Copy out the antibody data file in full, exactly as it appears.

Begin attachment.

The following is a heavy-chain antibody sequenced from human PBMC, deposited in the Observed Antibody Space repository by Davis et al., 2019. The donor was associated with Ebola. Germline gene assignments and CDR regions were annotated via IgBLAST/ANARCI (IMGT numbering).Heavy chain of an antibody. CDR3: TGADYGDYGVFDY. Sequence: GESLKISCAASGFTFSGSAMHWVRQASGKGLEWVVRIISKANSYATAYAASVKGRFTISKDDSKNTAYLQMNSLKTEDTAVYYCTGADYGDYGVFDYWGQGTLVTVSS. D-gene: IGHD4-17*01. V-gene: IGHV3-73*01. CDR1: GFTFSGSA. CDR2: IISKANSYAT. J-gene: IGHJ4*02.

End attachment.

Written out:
The following is a heavy-chain antibody sequenced from human PBMC, deposited in the Observed Antibody Space repository by Davis et al., 2019. The donor was associated with Ebola. Germline gene assignments and CDR regions were annotated via IgBLAST/ANARCI (IMGT numbering).Heavy chain of an antibody. CDR3: TGADYGDYGVFDY. Sequence: GESLKISCAASGFTFSGSAMHWVRQASGKGLEWVVRIISKANSYATAYAASVKGRFTISKDDSKNTAYLQMNSLKTEDTAVYYCTGADYGDYGVFDYWGQGTLVTVSS. D-gene: IGHD4-17*01. V-gene: IGHV3-73*01. CDR1: GFTFSGSA. CDR2: IISKANSYAT. J-gene: IGHJ4*02.